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Blended Learning Challenges, Successes, and Possible Solutions for Kindergarten-Grade 3

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Blended Learning Challenges, Successes, and Possible Solutions for Kindergarten-Grade 3

Context:

This case study focused on an elementary school with a small student population ranging from Kindergarten to grade 5. The school follows the Primary Years Program and thus the IB philosophy in education. Homeroom teachers are supporting student learning with specialist subject teachers for Arabic and Islamic studies.

The student population in KG-Grade 3 is higher than in Grades 4 and 5. Therefore, school leadership is trying a hybrid model to accommodate the Ministry of Education guidelines of no more than 30% of students in face-to-face settings and to cater to special medical cases coupled with parents’ requests. The school uses blended learning for KG to Grade 3 to accommodate the larger number of students while grade 4 and 5 students attend school full-time every day as their numbers are small. Some students with special medical cases are on virtual learning only. Students in KG-Grade 3 are divided into bubbles (A and B) attending schools on alternate days. School leadership tried to accommodate families' requests by having siblings be in the same bubble to attend school on the same day. The homeroom teacher is responsible for teaching Bubble A students in class while also attending to the Bubble B students who are online simultaneously. To support the KG-Grade 3 teachers, leadership delegated posting literacy tasks for students to the learning support team. The school has a dedicated IT integration specialist who supports technology integration within the curriculum. The main online platform used for learning is Seesaw.

Successes:

Some successes of this newly launched hybrid model at the school highlight the following:

  1. Small group instruction (5-6 students) is allowing for stronger social connections between students and teachers.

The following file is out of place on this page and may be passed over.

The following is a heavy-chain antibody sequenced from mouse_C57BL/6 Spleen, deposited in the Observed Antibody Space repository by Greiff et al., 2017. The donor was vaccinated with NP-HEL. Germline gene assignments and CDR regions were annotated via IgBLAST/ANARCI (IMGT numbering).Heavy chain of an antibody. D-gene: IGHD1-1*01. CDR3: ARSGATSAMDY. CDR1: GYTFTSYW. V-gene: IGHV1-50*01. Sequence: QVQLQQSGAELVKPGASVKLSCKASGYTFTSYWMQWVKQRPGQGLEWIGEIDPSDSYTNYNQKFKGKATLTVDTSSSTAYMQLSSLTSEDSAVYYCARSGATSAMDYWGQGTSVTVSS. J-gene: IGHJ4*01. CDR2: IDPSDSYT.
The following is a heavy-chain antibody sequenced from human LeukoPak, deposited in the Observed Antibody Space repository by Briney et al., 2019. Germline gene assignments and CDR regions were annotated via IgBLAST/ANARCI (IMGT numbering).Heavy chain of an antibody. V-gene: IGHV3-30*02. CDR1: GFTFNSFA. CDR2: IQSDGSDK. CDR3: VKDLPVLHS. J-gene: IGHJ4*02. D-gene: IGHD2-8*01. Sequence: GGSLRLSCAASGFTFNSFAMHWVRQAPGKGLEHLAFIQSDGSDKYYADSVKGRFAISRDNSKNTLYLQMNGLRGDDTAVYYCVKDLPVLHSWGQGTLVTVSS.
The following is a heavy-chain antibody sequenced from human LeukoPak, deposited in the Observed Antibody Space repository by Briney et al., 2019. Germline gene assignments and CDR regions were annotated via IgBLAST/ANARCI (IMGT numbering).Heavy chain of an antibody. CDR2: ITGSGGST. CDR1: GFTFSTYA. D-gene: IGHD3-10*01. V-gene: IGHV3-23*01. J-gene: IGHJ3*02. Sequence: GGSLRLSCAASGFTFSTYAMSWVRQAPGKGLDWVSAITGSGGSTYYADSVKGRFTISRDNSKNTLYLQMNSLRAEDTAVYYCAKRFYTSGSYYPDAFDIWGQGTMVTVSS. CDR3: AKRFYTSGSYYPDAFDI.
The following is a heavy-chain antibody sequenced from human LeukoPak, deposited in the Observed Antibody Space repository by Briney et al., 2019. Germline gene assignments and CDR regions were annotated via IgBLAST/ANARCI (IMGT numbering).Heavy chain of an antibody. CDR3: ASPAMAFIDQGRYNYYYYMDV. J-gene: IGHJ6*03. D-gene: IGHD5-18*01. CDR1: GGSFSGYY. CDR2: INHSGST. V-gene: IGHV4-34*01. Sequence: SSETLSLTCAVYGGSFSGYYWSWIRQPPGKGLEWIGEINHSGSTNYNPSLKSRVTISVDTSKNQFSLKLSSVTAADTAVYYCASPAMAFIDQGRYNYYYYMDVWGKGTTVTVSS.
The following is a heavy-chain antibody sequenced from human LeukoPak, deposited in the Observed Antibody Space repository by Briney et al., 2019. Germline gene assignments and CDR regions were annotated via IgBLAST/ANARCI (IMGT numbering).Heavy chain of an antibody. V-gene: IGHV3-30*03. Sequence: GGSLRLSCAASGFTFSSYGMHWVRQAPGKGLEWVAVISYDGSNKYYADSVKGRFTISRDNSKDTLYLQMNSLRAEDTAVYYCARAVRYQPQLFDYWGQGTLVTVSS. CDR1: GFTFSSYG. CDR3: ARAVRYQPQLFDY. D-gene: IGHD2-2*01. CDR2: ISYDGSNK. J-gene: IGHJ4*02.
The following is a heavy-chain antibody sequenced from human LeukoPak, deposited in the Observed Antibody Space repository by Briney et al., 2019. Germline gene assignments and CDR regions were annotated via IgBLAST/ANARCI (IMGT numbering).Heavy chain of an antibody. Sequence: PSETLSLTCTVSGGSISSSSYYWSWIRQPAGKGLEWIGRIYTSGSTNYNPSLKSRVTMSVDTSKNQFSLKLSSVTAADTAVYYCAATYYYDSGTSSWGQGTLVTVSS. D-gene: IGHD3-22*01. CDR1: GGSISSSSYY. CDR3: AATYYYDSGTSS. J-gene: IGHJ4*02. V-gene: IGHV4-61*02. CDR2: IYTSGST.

2. Students in small groups are more social. This setting has allowed the very shy students to interact and communicate more effectively with their peers.
  3. Small group settings allow for more personalized learning and differentiation. Meeting students' needs is now easier and more effective.
  4. Teachers are using the challenge of blended learning as an opportunity for professional development. They are inquiring into new technology tools and are learning more about constructing authentic learning experiences as they aspire to increase student active engagement.

Challenges:

Dual Duty with Blended Learning:

Teachers are faced with some challenges in this new journey of blended learning. One of the challenges is that homeroom teachers are leading the learning of Bubble A (in class) while also orchestrating learning of Bubble B (online) in the same time frame. Grade 3 teachers feel that they are not giving their full capacity to online students as timely feedback, small group conversation, listening in to their thinking is not always possible which may negatively impact student engagement and learning.

Quality of Learning Experiences for Full Online Students:

Another challenge of conducting full online virtual learning for a group of students whose parents made the ‘fully online’ choice is the quality of work posted which may not be aligned with the unit of inquiry. In addition, literacy work, posted by learning support as they try to support homeroom teachers, is not differentiated or scaffolded. Math work is also not differentiated nor is it rigorous enough to challenge students. The level of learning experiences chosen is not challenging enough and therefore, student engagement and motivation are noticeably lower in the fully online model.